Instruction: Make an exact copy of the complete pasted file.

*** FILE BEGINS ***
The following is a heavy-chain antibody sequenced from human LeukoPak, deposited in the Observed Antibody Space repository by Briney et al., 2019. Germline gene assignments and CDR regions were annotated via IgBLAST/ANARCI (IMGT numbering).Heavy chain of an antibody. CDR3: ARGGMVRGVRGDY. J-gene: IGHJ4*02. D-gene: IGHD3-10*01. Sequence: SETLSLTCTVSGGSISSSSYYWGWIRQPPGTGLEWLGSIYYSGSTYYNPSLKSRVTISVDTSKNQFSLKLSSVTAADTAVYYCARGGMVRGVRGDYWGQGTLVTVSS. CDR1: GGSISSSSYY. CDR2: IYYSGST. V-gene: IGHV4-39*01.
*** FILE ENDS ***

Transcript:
The following is a heavy-chain antibody sequenced from human LeukoPak, deposited in the Observed Antibody Space repository by Briney et al., 2019. Germline gene assignments and CDR regions were annotated via IgBLAST/ANARCI (IMGT numbering).Heavy chain of an antibody. CDR3: ARGGMVRGVRGDY. J-gene: IGHJ4*02. D-gene: IGHD3-10*01. Sequence: SETLSLTCTVSGGSISSSSYYWGWIRQPPGTGLEWLGSIYYSGSTYYNPSLKSRVTISVDTSKNQFSLKLSSVTAADTAVYYCARGGMVRGVRGDYWGQGTLVTVSS. CDR1: GGSISSSSYY. CDR2: IYYSGST. V-gene: IGHV4-39*01.